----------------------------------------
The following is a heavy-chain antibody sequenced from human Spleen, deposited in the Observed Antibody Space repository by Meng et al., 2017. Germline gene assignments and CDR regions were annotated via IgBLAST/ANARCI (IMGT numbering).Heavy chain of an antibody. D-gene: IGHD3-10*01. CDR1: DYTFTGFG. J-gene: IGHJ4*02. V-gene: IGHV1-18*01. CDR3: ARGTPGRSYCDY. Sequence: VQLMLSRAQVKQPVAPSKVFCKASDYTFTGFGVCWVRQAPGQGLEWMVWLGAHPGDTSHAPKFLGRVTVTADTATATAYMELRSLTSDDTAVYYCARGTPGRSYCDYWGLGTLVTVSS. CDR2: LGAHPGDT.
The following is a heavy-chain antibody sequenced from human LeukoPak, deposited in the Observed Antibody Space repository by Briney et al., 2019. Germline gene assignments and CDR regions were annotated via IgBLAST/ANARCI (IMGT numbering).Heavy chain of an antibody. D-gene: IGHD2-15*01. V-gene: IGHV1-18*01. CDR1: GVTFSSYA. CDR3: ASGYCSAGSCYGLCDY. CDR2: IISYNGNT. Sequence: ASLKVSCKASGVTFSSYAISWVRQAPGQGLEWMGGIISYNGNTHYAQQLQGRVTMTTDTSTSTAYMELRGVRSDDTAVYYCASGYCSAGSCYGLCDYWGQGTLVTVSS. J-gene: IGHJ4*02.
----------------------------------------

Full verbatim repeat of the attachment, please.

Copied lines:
The following is a heavy-chain antibody sequenced from human Spleen, deposited in the Observed Antibody Space repository by Meng et al., 2017. Germline gene assignments and CDR regions were annotated via IgBLAST/ANARCI (IMGT numbering).Heavy chain of an antibody. D-gene: IGHD3-10*01. CDR1: DYTFTGFG. J-gene: IGHJ4*02. V-gene: IGHV1-18*01. CDR3: ARGTPGRSYCDY. Sequence: VQLMLSRAQVKQPVAPSKVFCKASDYTFTGFGVCWVRQAPGQGLEWMVWLGAHPGDTSHAPKFLGRVTVTADTATATAYMELRSLTSDDTAVYYCARGTPGRSYCDYWGLGTLVTVSS. CDR2: LGAHPGDT.
The following is a heavy-chain antibody sequenced from human LeukoPak, deposited in the Observed Antibody Space repository by Briney et al., 2019. Germline gene assignments and CDR regions were annotated via IgBLAST/ANARCI (IMGT numbering).Heavy chain of an antibody. D-gene: IGHD2-15*01. V-gene: IGHV1-18*01. CDR1: GVTFSSYA. CDR3: ASGYCSAGSCYGLCDY. CDR2: IISYNGNT. Sequence: ASLKVSCKASGVTFSSYAISWVRQAPGQGLEWMGGIISYNGNTHYAQQLQGRVTMTTDTSTSTAYMELRGVRSDDTAVYYCASGYCSAGSCYGLCDYWGQGTLVTVSS. J-gene: IGHJ4*02.